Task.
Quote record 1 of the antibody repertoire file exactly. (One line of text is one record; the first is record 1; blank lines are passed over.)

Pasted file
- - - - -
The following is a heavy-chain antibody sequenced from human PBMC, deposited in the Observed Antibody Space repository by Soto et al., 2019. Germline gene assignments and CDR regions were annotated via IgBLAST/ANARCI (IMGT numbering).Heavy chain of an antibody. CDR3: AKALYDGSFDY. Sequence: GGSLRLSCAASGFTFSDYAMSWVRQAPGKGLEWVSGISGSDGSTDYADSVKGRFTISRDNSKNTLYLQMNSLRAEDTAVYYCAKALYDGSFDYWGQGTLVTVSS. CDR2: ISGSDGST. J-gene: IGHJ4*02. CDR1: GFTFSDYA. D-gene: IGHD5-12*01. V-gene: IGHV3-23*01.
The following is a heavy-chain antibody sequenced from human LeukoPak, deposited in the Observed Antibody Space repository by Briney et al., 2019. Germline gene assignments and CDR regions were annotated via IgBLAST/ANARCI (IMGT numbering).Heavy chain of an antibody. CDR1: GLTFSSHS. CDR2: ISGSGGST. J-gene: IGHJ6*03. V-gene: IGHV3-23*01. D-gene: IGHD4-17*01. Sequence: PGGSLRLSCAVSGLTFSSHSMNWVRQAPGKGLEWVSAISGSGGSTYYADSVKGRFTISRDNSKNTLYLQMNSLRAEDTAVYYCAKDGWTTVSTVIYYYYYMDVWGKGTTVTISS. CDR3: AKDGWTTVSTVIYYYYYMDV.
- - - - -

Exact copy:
The following is a heavy-chain antibody sequenced from human PBMC, deposited in the Observed Antibody Space repository by Soto et al., 2019. Germline gene assignments and CDR regions were annotated via IgBLAST/ANARCI (IMGT numbering).Heavy chain of an antibody. CDR3: AKALYDGSFDY. Sequence: GGSLRLSCAASGFTFSDYAMSWVRQAPGKGLEWVSGISGSDGSTDYADSVKGRFTISRDNSKNTLYLQMNSLRAEDTAVYYCAKALYDGSFDYWGQGTLVTVSS. CDR2: ISGSDGST. J-gene: IGHJ4*02. CDR1: GFTFSDYA. D-gene: IGHD5-12*01. V-gene: IGHV3-23*01.